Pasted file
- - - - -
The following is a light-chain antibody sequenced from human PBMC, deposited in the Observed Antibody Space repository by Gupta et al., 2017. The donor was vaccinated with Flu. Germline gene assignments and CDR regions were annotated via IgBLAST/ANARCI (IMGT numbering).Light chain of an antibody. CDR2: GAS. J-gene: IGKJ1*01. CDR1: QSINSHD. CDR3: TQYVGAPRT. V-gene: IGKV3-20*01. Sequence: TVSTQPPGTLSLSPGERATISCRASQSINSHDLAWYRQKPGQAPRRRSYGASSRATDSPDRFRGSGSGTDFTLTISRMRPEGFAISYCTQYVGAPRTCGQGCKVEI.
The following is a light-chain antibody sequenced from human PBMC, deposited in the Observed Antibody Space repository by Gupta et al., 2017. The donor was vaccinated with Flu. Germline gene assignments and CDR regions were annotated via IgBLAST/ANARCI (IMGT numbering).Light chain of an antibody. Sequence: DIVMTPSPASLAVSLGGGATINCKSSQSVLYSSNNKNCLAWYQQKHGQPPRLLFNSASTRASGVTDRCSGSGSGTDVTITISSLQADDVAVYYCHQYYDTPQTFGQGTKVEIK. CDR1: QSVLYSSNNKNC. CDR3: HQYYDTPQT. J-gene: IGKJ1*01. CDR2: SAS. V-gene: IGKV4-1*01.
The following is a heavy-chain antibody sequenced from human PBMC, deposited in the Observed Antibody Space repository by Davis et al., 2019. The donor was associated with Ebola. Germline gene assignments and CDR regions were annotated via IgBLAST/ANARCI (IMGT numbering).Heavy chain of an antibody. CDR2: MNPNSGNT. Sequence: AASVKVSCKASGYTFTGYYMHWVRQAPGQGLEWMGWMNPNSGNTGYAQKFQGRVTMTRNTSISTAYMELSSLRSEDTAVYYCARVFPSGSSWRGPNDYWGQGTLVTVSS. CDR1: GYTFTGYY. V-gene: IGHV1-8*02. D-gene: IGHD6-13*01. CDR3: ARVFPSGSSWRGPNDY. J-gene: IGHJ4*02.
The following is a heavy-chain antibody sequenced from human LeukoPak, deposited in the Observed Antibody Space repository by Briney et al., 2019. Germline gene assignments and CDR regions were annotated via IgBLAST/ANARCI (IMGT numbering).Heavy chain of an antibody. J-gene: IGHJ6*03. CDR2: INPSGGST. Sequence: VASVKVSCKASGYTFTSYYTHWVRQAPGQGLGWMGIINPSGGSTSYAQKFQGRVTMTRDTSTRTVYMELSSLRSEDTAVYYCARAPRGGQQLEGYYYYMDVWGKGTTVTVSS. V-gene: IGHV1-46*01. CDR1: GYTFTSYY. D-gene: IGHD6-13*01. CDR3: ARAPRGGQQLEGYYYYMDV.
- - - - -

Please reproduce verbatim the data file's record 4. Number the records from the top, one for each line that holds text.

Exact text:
The following is a heavy-chain antibody sequenced from human LeukoPak, deposited in the Observed Antibody Space repository by Briney et al., 2019. Germline gene assignments and CDR regions were annotated via IgBLAST/ANARCI (IMGT numbering).Heavy chain of an antibody. J-gene: IGHJ6*03. CDR2: INPSGGST. Sequence: VASVKVSCKASGYTFTSYYTHWVRQAPGQGLGWMGIINPSGGSTSYAQKFQGRVTMTRDTSTRTVYMELSSLRSEDTAVYYCARAPRGGQQLEGYYYYMDVWGKGTTVTVSS. V-gene: IGHV1-46*01. CDR1: GYTFTSYY. D-gene: IGHD6-13*01. CDR3: ARAPRGGQQLEGYYYYMDV.